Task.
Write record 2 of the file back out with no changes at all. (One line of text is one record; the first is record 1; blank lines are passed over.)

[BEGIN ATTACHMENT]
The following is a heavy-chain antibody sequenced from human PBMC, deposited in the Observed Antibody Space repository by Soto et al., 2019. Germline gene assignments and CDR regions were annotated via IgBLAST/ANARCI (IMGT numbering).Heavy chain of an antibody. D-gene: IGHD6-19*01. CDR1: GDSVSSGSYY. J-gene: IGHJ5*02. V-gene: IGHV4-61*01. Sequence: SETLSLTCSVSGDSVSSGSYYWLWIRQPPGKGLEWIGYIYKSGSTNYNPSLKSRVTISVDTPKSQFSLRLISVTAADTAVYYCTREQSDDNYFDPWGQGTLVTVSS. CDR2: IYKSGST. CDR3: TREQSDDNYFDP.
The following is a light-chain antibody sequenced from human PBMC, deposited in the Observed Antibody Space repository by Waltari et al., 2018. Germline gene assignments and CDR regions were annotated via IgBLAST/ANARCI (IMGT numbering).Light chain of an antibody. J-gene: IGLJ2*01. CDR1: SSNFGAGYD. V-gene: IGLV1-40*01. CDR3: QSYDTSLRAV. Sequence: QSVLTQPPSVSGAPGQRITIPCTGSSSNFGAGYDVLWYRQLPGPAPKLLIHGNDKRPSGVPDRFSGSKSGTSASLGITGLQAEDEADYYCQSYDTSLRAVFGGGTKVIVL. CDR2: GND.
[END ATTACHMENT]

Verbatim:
The following is a light-chain antibody sequenced from human PBMC, deposited in the Observed Antibody Space repository by Waltari et al., 2018. Germline gene assignments and CDR regions were annotated via IgBLAST/ANARCI (IMGT numbering).Light chain of an antibody. J-gene: IGLJ2*01. CDR1: SSNFGAGYD. V-gene: IGLV1-40*01. CDR3: QSYDTSLRAV. Sequence: QSVLTQPPSVSGAPGQRITIPCTGSSSNFGAGYDVLWYRQLPGPAPKLLIHGNDKRPSGVPDRFSGSKSGTSASLGITGLQAEDEADYYCQSYDTSLRAVFGGGTKVIVL. CDR2: GND.